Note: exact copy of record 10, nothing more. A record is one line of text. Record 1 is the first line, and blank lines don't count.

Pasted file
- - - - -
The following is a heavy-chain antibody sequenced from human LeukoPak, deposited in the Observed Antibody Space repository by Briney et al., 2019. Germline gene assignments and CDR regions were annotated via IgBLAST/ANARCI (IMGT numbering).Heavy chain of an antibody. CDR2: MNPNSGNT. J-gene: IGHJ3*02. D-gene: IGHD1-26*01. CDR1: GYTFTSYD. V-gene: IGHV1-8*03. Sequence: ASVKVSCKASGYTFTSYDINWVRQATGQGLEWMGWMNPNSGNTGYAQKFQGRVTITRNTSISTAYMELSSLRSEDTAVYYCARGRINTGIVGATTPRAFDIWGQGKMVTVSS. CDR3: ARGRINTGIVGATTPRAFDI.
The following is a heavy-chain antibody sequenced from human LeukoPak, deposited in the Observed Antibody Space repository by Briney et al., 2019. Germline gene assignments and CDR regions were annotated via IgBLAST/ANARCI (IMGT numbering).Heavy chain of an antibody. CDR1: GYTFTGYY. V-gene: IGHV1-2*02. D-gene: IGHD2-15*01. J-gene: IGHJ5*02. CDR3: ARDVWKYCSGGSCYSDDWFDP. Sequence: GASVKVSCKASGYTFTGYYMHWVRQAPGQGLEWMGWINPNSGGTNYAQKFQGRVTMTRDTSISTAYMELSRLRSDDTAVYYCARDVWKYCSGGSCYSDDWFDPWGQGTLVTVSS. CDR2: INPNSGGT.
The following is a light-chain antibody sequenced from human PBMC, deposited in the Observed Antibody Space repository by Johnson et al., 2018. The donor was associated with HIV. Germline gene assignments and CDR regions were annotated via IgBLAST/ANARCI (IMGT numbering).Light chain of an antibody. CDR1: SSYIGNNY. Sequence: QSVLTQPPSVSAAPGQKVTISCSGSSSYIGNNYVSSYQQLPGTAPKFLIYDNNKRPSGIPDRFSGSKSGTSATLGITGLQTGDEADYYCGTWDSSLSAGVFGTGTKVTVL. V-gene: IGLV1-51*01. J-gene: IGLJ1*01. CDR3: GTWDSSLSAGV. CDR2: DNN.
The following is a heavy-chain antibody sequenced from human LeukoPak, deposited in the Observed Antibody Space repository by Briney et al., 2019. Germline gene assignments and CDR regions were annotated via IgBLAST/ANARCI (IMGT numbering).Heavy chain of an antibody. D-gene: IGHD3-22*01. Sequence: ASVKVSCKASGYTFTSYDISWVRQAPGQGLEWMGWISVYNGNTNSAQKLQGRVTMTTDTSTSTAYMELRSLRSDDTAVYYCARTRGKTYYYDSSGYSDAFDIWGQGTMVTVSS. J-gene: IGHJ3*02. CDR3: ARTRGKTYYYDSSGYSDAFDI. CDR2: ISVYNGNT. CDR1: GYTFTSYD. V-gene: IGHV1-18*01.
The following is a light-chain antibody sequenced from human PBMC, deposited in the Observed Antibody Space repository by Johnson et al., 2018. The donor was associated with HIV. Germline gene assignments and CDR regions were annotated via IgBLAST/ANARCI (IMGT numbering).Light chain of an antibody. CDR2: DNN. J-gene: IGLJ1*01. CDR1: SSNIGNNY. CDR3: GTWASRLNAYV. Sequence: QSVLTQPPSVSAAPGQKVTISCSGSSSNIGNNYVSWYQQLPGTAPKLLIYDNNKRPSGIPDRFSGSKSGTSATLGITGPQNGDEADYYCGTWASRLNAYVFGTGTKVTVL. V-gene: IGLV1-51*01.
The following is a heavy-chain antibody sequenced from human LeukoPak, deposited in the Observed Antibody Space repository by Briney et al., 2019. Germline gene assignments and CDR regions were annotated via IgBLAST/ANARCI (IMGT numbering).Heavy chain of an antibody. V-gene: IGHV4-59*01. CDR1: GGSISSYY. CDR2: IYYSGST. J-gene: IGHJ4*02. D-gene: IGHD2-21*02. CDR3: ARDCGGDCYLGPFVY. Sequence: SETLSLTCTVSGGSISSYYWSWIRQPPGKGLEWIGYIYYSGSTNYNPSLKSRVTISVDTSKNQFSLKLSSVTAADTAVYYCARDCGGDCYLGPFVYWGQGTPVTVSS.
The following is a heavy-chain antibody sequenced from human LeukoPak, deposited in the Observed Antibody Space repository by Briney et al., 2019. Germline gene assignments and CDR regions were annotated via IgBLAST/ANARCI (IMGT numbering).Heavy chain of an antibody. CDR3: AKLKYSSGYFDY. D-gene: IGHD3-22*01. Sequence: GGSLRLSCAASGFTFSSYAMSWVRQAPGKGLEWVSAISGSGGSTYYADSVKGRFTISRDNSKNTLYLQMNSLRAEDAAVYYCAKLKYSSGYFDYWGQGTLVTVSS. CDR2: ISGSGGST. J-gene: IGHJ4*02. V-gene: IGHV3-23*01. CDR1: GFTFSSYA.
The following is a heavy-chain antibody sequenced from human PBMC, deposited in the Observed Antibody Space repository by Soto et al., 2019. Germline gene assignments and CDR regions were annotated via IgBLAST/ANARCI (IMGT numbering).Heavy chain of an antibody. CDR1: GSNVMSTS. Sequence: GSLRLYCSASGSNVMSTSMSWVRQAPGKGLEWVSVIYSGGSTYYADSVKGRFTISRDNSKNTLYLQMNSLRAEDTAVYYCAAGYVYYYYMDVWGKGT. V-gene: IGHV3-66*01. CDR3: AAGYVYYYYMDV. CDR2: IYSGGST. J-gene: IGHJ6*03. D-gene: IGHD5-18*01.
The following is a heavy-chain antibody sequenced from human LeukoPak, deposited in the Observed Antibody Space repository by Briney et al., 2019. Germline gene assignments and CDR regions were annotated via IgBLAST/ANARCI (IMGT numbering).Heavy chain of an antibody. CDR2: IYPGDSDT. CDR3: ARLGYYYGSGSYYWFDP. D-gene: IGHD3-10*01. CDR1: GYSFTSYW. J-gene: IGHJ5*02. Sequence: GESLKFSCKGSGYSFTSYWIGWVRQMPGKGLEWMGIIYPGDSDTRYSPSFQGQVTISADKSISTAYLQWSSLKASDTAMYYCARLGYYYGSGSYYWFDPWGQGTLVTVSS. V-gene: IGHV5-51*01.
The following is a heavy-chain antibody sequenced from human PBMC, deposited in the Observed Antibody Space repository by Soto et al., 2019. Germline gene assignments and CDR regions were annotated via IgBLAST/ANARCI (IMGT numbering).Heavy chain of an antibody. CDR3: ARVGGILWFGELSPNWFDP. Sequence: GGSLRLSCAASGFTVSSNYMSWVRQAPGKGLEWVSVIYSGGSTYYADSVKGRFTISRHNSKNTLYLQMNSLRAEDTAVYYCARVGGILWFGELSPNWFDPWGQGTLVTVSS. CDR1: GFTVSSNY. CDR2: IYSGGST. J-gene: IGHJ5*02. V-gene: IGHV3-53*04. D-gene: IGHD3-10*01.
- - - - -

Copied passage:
The following is a heavy-chain antibody sequenced from human PBMC, deposited in the Observed Antibody Space repository by Soto et al., 2019. Germline gene assignments and CDR regions were annotated via IgBLAST/ANARCI (IMGT numbering).Heavy chain of an antibody. CDR3: ARVGGILWFGELSPNWFDP. Sequence: GGSLRLSCAASGFTVSSNYMSWVRQAPGKGLEWVSVIYSGGSTYYADSVKGRFTISRHNSKNTLYLQMNSLRAEDTAVYYCARVGGILWFGELSPNWFDPWGQGTLVTVSS. CDR1: GFTVSSNY. CDR2: IYSGGST. J-gene: IGHJ5*02. V-gene: IGHV3-53*04. D-gene: IGHD3-10*01.